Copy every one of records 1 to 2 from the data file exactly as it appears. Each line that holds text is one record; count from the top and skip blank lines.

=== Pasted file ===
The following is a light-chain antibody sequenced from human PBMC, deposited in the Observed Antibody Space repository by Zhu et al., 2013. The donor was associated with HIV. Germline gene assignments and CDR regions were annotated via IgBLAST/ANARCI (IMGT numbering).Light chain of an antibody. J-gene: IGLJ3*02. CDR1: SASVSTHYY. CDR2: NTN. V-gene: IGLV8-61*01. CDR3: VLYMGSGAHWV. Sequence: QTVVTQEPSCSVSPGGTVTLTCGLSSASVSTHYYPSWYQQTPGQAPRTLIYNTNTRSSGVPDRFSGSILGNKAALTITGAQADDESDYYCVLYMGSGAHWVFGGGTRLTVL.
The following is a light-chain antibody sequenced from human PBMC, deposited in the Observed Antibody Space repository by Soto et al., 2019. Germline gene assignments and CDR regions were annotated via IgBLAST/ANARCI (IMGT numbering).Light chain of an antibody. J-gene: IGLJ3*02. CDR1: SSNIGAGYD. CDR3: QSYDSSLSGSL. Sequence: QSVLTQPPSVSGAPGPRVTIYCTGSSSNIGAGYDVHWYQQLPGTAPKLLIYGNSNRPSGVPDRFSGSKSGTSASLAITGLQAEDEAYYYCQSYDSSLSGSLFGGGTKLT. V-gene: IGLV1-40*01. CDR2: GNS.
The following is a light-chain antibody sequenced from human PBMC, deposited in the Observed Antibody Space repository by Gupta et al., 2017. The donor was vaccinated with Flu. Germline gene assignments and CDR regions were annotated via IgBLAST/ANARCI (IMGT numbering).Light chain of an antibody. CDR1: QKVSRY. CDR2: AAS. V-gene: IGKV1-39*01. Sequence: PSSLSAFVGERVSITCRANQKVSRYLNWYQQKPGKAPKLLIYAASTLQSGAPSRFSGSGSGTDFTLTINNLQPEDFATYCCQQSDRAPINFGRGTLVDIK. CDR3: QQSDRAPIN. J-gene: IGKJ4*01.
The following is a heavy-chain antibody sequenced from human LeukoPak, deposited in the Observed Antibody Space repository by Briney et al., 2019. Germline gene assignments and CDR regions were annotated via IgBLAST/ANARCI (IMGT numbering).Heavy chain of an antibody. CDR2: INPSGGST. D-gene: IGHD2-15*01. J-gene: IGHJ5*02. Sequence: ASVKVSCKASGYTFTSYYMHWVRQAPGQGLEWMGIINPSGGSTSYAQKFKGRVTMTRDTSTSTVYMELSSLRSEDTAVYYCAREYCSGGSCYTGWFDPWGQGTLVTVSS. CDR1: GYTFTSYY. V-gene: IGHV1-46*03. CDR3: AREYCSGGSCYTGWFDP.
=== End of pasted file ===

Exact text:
The following is a light-chain antibody sequenced from human PBMC, deposited in the Observed Antibody Space repository by Zhu et al., 2013. The donor was associated with HIV. Germline gene assignments and CDR regions were annotated via IgBLAST/ANARCI (IMGT numbering).Light chain of an antibody. J-gene: IGLJ3*02. CDR1: SASVSTHYY. CDR2: NTN. V-gene: IGLV8-61*01. CDR3: VLYMGSGAHWV. Sequence: QTVVTQEPSCSVSPGGTVTLTCGLSSASVSTHYYPSWYQQTPGQAPRTLIYNTNTRSSGVPDRFSGSILGNKAALTITGAQADDESDYYCVLYMGSGAHWVFGGGTRLTVL.
The following is a light-chain antibody sequenced from human PBMC, deposited in the Observed Antibody Space repository by Soto et al., 2019. Germline gene assignments and CDR regions were annotated via IgBLAST/ANARCI (IMGT numbering).Light chain of an antibody. J-gene: IGLJ3*02. CDR1: SSNIGAGYD. CDR3: QSYDSSLSGSL. Sequence: QSVLTQPPSVSGAPGPRVTIYCTGSSSNIGAGYDVHWYQQLPGTAPKLLIYGNSNRPSGVPDRFSGSKSGTSASLAITGLQAEDEAYYYCQSYDSSLSGSLFGGGTKLT. V-gene: IGLV1-40*01. CDR2: GNS.